The Story of My Success

By Adriana Puckett

“Networking is a complete waste of effort! I never generate new leads. I just waste valuable selling time.” If this is what you have been telling yourself about networking, then your attitude may be costing you valuable business opportunities, says Anne Baber, author of Make Your Contacts Count: Networking Know-How (AMACOM, 2001). Seemingly meaningless conversation provides the perfect opportunity for you to share a success story – and possibly net some new business. But how do you share stories in such a way as to further your goals, keep your listener engaged and refrain from sounding self-serving?

According to Baber, the key to telling a good success story is to strategize. “You can tell stories all day long about how you have served a client or about your business, but your stories are useless to you unless the point of the stories ties in to something that you are trying to achieve,” says Baber.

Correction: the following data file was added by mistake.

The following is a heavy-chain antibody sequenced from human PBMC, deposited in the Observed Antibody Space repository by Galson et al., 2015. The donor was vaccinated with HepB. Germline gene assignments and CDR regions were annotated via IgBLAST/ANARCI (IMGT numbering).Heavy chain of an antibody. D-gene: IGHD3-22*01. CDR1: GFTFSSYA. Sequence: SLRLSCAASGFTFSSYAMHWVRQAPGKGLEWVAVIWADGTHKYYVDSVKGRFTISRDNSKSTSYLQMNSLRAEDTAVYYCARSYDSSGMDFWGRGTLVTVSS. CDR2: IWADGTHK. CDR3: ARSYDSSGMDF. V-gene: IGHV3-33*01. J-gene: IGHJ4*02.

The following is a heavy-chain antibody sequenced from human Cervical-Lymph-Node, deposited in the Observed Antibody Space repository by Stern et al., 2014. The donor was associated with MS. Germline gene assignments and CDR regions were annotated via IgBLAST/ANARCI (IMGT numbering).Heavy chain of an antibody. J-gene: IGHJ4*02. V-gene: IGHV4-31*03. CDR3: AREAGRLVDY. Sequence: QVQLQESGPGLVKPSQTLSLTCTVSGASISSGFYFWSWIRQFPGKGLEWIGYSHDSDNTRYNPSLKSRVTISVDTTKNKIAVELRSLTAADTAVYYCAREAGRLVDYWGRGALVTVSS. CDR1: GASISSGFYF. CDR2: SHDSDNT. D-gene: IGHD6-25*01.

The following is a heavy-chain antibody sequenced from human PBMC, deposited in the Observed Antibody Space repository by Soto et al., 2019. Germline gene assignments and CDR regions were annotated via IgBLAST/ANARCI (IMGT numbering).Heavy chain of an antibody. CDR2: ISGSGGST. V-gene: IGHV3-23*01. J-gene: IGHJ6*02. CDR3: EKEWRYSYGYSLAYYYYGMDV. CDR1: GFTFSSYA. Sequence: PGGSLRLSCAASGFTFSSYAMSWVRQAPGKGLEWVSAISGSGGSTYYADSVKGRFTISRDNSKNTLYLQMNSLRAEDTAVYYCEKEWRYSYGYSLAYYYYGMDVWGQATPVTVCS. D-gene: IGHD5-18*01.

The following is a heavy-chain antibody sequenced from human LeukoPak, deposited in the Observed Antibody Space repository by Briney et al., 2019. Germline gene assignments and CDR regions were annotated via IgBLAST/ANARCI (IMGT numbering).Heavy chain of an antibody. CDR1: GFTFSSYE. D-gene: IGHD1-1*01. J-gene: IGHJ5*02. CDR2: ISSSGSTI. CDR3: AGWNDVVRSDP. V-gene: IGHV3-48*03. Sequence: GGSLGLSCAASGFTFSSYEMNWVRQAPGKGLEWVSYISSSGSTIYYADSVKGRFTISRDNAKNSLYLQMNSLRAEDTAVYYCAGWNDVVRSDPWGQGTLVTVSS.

For example, says Baber, say that you are a real estate agent and you are attending a Chamber of Commerce meeting. Your overall goal is to increase sales and you want to show people that you really work with your clients and you go the extra mile to find them the perfect house. So, when someone asks, “What do you do?” respond with a good one-liner, “I find people the perfect house.” Then you can expand: “Last week I had a client who was in a wheelchair and wanted a house with access to a patio. I found a perfect match for what this client wanted, with beautiful French doors opening up to a gardened patio.”

There are two key elements in the above example. First, brevity. Baber says people sound self-serving when they go on for too long. Keep it between one and three sentences. Second, “include concrete, sensory detail,” says Baber. Mentioning the French doors helps the listener visualize what you are talking about. And, eliminate any jargon of your profession.

The next step is to ask for a referral. In the example above, you could say, “Do you know someone who is looking for the perfect house?” Baber says that success stories work equally well in social situations, but you may not want to ask for the referral. In this case, “ask for the person’s card to continue the conversation at a later time,” says Baber.

Anne Baber can be contacted at 1-800-352-2939 or by visiting www.contactscount.com.

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